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The institutional capacity for a resource transition: A critical review of Swedish governmental commissions on landfill mining
KTH, School of Architecture and the Built Environment (ABE), Sustainable development, Environmental science and Engineering, Strategic Sustainability Studies. Linköping University, Sweden.ORCID iD: 0000-0002-3137-1571
2017 (English)In: Environmental Science and Policy, ISSN 1462-9011, E-ISSN 1873-6416, Vol. 70, p. 46-53Article in journal (Refereed) Published
Abstract [en]

Recycling of minerals from waste deposits could potentially double the recycling flows while offering an opportunity to address the many problematic landfills. However, this type of activity, i.e., landfill mining, brings many advantages, risks and uncertainties and lacks economic feasibility. Therefore, we investigate the capacity of the Swedish authorities to navigate the environmental, resource, and economic conditions of landfill mining and their attitude to support such radical recycling alternatives towards a resource transition.

By analyzing three governmental commissions on landfill mining, we show how the authorities seem unable to embrace the complexity of the concept. When landfill mining is framed as a remediation activity the authorities are positive in support, but when it is framed as a mining activity the authorities are negative. Landfill mining is evaluated based on how conventional practices work, with one and only one purpose: to extract resources or remediation. That traditional mining was a starting point in the evaluation becomes particularly obvious when the resource potential shall be evaluated. The resource potential of landfills is assessed based on metals with a high occurrence in the bedrock. If the potential instead had been based on metals with low incidence in the Swedish bedrock, the potential would have been found in the human built environment.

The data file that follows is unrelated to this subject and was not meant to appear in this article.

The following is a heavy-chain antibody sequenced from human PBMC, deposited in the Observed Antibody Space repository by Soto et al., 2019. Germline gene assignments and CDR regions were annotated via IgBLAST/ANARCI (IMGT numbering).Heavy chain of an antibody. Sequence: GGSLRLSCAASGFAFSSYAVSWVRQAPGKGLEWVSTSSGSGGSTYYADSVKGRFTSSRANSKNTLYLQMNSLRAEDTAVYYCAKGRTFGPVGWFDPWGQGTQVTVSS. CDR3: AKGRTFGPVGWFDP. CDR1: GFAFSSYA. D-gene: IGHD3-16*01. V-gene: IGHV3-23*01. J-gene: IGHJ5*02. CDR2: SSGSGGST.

Secondary resources in landfills seem to lack an institutional affiliation, since the institutional arrangements that are responsible for landfills primarily perceive them as pollution, while the institutions responsible for resources, on the other hand, assume them to be found in the bedrock. Finally, we suggest how the institutional capacity for a resource transition can increase by the introduction of a broader approach when evaluating emerging alternatives and a new institutional order.

Place, publisher, year, edition, pages
Elsevier, 2017. Vol. 70, p. 46-53
Keywords [en]
Landfill mining, Resource policy, Frame analysis, Institutional capacity, Transition
National Category
Environmental Engineering Public Administration Studies
Research subject
Industrial Ecology
Identifiers
URN: urn:nbn:se:kth:diva-219734DOI: 10.1016/j.envsci.2017.01.005ISI: 000396957400006Scopus ID: 2-s2.0-85012898591OAI: oai:DiVA.org:kth-219734DiVA, id: diva2:1164515
Funder
VINNOVA
Note

QC 20180116

Available from: 2017-12-11 Created: 2017-12-11 Last updated: 2018-01-16Bibliographically approved

Open Access in DiVA

The full text will be freely available from 2019-02-16 13:52
Available from 2019-02-16 13:52

Other links

Publisher's full textScopushttp://www.sciencedirect.com/science/article/pii/S1462901116309248

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CiteExportLink to record
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Citation style
  • apa
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More styles
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